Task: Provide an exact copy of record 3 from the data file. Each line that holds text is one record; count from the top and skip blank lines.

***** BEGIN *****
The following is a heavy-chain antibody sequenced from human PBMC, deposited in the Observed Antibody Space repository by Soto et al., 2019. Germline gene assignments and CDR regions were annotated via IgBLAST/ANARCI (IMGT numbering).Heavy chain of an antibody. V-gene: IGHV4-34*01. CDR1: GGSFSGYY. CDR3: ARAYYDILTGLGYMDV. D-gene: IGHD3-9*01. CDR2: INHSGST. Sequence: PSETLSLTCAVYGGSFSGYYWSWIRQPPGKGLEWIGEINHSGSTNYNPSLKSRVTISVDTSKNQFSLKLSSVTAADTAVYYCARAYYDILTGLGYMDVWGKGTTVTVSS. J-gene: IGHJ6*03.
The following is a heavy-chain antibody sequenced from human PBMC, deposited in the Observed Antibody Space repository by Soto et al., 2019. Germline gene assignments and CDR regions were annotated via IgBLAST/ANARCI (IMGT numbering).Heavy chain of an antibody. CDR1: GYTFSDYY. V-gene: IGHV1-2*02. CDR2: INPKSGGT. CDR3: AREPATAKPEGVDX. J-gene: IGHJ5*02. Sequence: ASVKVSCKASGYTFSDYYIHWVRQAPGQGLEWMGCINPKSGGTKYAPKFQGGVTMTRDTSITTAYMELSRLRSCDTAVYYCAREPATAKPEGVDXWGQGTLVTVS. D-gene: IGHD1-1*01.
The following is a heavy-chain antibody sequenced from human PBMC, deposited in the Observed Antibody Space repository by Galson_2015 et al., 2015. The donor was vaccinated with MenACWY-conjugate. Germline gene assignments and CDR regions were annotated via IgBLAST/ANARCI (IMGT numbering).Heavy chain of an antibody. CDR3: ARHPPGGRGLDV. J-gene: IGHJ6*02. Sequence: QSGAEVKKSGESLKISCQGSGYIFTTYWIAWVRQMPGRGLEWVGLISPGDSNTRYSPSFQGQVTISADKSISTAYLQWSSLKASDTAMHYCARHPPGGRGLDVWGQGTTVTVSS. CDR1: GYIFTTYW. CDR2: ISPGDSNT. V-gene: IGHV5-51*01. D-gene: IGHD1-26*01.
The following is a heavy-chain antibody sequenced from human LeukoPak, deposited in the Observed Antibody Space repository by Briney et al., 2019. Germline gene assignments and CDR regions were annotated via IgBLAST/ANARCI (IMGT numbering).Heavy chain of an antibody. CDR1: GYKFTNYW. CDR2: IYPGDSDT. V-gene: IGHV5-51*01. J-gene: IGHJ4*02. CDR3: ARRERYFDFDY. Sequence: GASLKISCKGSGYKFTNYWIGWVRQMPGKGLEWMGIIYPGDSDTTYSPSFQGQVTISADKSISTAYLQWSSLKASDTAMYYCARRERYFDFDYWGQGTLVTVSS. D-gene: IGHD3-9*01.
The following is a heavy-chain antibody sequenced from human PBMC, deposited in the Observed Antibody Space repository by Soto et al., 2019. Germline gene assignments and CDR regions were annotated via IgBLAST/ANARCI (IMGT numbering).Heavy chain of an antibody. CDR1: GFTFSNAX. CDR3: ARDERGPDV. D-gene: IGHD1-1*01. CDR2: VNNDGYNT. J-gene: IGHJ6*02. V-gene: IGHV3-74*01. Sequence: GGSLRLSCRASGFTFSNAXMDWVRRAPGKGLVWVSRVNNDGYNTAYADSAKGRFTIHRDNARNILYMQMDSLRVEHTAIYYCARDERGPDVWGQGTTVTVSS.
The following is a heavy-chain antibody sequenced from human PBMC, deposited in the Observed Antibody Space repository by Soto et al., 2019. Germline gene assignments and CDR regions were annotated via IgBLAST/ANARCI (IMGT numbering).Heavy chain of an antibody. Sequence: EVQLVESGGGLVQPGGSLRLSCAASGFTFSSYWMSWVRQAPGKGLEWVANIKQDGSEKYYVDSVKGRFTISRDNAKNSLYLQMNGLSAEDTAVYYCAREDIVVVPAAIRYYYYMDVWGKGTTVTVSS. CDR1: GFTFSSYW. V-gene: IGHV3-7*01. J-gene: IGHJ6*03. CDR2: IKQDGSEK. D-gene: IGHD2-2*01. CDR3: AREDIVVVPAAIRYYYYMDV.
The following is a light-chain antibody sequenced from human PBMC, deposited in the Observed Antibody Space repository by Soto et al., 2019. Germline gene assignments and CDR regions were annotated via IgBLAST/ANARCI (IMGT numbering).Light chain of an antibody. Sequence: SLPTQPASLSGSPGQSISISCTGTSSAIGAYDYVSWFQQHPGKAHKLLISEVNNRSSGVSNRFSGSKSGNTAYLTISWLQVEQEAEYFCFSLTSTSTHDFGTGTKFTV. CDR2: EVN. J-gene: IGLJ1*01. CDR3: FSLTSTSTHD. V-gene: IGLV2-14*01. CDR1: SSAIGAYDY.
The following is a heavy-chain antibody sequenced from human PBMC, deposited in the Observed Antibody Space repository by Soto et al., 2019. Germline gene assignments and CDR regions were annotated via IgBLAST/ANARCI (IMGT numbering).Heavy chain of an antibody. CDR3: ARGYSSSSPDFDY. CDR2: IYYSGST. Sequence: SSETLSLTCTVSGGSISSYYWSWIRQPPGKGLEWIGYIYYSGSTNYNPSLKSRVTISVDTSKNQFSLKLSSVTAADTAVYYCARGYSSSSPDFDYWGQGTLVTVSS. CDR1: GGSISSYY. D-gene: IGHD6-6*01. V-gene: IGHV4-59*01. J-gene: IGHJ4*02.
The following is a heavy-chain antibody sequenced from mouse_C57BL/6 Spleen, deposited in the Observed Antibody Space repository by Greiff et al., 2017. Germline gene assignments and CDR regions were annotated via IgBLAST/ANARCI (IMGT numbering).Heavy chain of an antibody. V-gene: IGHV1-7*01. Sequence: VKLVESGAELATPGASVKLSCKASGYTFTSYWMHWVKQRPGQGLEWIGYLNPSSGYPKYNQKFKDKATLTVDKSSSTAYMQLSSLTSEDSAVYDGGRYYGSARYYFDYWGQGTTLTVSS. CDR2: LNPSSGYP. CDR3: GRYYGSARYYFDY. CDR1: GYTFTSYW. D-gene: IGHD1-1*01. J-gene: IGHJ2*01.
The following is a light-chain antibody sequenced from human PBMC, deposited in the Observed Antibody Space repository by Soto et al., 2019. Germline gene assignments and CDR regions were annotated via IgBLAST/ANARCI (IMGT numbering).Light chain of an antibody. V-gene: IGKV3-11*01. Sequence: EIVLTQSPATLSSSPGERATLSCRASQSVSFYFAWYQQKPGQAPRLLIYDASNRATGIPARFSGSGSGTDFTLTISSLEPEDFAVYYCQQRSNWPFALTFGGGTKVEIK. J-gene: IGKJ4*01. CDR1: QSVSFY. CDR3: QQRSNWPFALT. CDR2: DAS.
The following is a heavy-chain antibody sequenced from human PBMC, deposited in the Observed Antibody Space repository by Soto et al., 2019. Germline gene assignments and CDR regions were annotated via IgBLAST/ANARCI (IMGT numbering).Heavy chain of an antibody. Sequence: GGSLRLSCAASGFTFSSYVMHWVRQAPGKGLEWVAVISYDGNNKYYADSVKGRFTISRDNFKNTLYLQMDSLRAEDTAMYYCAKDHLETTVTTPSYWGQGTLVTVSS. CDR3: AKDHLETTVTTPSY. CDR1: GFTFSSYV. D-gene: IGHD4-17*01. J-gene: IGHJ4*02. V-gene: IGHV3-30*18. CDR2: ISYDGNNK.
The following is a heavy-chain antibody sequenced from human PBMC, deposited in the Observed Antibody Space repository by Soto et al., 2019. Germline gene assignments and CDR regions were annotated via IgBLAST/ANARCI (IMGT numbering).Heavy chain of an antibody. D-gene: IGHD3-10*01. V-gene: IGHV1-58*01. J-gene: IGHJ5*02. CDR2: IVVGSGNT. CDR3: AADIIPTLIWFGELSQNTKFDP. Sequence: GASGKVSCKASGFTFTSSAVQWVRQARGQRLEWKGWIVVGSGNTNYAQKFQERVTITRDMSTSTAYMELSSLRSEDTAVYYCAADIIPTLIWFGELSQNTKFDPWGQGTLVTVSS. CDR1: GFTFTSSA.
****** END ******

The following is a heavy-chain antibody sequenced from human PBMC, deposited in the Observed Antibody Space repository by Galson_2015 et al., 2015. The donor was vaccinated with MenACWY-conjugate. Germline gene assignments and CDR regions were annotated via IgBLAST/ANARCI (IMGT numbering).Heavy chain of an antibody. CDR3: ARHPPGGRGLDV. J-gene: IGHJ6*02. Sequence: QSGAEVKKSGESLKISCQGSGYIFTTYWIAWVRQMPGRGLEWVGLISPGDSNTRYSPSFQGQVTISADKSISTAYLQWSSLKASDTAMHYCARHPPGGRGLDVWGQGTTVTVSS. CDR1: GYIFTTYW. CDR2: ISPGDSNT. V-gene: IGHV5-51*01. D-gene: IGHD1-26*01.